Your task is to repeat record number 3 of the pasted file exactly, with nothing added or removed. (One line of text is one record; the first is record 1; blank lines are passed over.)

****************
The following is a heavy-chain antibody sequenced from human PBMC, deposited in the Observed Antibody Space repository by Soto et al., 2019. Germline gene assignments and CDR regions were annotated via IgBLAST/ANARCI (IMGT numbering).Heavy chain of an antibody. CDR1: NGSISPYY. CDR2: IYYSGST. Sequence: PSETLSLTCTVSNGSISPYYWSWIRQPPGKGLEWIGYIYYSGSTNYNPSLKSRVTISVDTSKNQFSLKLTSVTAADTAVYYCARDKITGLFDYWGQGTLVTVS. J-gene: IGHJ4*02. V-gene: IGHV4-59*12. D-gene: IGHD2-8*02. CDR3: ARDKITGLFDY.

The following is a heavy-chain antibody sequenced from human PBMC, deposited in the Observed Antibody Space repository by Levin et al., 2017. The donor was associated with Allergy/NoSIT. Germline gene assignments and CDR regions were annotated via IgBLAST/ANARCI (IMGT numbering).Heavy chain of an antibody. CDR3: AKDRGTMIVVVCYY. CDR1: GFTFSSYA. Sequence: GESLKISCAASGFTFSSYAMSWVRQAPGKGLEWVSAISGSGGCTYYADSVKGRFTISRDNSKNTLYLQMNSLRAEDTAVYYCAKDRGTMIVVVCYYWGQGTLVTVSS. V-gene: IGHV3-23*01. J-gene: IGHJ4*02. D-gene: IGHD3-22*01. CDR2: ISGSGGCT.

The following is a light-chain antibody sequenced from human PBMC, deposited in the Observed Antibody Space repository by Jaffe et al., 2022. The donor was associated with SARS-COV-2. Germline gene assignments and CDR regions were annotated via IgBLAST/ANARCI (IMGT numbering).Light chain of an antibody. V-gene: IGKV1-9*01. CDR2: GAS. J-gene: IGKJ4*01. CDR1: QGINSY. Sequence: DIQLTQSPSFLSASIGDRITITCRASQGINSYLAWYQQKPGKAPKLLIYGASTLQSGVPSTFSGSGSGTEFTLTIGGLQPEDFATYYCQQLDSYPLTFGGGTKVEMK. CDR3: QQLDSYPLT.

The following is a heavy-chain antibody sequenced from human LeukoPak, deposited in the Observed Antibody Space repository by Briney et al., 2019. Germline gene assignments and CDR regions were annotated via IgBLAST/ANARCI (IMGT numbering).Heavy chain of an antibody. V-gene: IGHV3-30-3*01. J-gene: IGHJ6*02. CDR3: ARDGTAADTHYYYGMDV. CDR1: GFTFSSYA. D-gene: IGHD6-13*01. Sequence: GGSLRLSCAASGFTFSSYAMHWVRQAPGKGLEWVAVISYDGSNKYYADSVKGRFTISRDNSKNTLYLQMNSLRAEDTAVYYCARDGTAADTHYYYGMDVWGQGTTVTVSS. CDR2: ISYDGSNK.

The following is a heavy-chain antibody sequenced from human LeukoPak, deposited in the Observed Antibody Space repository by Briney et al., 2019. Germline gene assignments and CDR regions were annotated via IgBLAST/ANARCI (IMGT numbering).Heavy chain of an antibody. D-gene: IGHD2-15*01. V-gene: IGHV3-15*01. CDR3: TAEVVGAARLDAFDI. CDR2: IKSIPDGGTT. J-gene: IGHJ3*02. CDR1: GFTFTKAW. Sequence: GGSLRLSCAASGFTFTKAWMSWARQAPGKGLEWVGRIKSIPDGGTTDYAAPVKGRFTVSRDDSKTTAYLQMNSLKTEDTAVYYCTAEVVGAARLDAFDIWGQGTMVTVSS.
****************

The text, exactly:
The following is a light-chain antibody sequenced from human PBMC, deposited in the Observed Antibody Space repository by Jaffe et al., 2022. The donor was associated with SARS-COV-2. Germline gene assignments and CDR regions were annotated via IgBLAST/ANARCI (IMGT numbering).Light chain of an antibody. V-gene: IGKV1-9*01. CDR2: GAS. J-gene: IGKJ4*01. CDR1: QGINSY. Sequence: DIQLTQSPSFLSASIGDRITITCRASQGINSYLAWYQQKPGKAPKLLIYGASTLQSGVPSTFSGSGSGTEFTLTIGGLQPEDFATYYCQQLDSYPLTFGGGTKVEMK. CDR3: QQLDSYPLT.